An Oxford University student allegedly raped near her family's home in north London earlier this month has struck back with an open letter to her attacker in which she refuses to change her behaviour or to become a victim.
20-year-old Ione Wells waived her right to anonymity with 'A Letter to my Assaulter', saying that she refuses to change her behaviour or to become a victim.
She said that her unnamed assailant, who has been charged with serious sexual assault, had not shaken her faith in community and that there were more good people than bad in the world.
She wrote in the university's 'Cherwell' student newspaper to launch its #NotGuilty campaign, which aims to emphasise that assault is never a product of the victim, their choices, their clothing or their neighbourhood.
Full text of the open letter:
cannot address this letter to you, because I do not know your name.
I only know that you have just been charged with serious sexual assault and prolonged attack of a violent nature.
And I have one question.
When you were caught on CCTV following me through my own neighbourhood from the Tube. When you waited until I was on my own street to approach me. When you clapped your hand around my face until I could not breathe. When you pushed me to my knees until my face bled. When I wrestled with your hand just enough so that I could scream.
When you dragged me by my hair, and when you smashed my head against the pavement and told me to stop screaming for help. When my neighbour saw you from her window and shouted at you, and you looked her in the eye and carried on kicking me in the back and neck.
When you tore my bra in half from the sheer force with which you grabbed my breast. When you didn’t reach once for my belongings because you wanted my body. When you failed to have my body because all my neighbours and family came out, and you saw them face-to-face.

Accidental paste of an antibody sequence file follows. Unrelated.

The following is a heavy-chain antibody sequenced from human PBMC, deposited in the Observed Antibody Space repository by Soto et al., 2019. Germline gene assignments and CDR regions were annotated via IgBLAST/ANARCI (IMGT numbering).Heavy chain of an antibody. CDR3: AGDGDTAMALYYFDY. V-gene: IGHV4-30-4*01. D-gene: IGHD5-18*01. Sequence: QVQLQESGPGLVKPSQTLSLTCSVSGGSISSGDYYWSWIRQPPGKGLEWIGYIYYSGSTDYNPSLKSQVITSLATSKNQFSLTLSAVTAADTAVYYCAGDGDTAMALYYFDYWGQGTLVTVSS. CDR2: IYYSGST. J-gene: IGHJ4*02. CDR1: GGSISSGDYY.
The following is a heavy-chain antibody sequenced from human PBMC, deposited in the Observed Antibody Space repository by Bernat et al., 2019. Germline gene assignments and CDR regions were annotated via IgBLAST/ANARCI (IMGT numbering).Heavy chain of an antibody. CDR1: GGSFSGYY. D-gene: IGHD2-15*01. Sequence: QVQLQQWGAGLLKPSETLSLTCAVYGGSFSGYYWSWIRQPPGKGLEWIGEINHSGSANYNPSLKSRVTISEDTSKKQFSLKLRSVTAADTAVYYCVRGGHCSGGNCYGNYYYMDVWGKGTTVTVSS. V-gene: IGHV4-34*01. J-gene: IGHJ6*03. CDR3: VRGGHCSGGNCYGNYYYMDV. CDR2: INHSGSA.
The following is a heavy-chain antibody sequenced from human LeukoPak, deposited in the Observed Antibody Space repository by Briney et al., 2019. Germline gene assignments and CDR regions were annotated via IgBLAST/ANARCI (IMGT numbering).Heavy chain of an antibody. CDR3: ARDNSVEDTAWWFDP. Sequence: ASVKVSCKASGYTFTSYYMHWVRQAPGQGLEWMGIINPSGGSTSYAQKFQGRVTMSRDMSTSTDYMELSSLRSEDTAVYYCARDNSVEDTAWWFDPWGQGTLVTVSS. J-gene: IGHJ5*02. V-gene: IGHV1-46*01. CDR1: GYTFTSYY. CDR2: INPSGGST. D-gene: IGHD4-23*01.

When CCTV caught you running away and then following another woman twenty minutes later, from the same station, before you were arrested. When I was in the police station until 5am, while you were four floors below me in custody. When I had to hand over my clothes and photographs of the marks and cuts on my naked body to forensic teams.
Did you ever think of the people in your life?
I don’t know who the people in your life are. I don’t know anything about you.
But I do know this: you did not just attack me that night.
I am a daughter. I am a friend. I am a girlfriend. I am a pupil. I am a cousin. I am a niece. I am a neighbour. I am the employee who served everyone down the road coffee in the café under the railway.
All the people who form those relations to me make up my community and you assaulted every single one of them. You violated the truth that I will never cease to fight for and which all of those people represent: that there are infinitely more good people in the world than bad.
This letter is not really for you at all, but for all the victims of attempted or perpetrated serious sexual assault and every member of their communities.
I’m sure you remember the 7/7 bombings. I’m also sure you’ll remember how the terrorists did not win, because the whole community of London got back on the Tube the next day. You’ve carried out your attack, but now I’m getting back on my Tube.
My community will not feel we are unsafe walking back home after dark. We will get on the last train home and we will walk up our streets alone, because we will not submit to the idea that we are putting ourselves in danger in doing so.
We will continue to come together, like an army, when any member of our community is threatened.
This is a fight you will not win.
Community is a force we all underestimate. We get our papers every day from the same newsagents, we wave to the same woman walking her dog in the park, we sit next to the same commuters each day.
Every individual we know and care about may take up no more than a few seconds of each day, but they make up a huge proportion of our lives. Somebody even once told me that, however unfamiliar they appear, the faces of our dreams are always faces we have seen before.
Our community is embedded in our psyche. You, my attacker, have not proved any weakness in me, or my actions, but only demonstrated the solidarity of humanity.
As you sit awaiting trial, I hope that you do not just think about what you have done. I hope you think about community. Your community – even if you can’t see it around you every day. It is there. It is everywhere.
You underestimated mine. Or should I say ours? I could say something along the lines of, ‘Imagine if it had been a member of your community,’ but instead let me say this.
There are no boundaries to community; there are only exceptions, and you are one of them.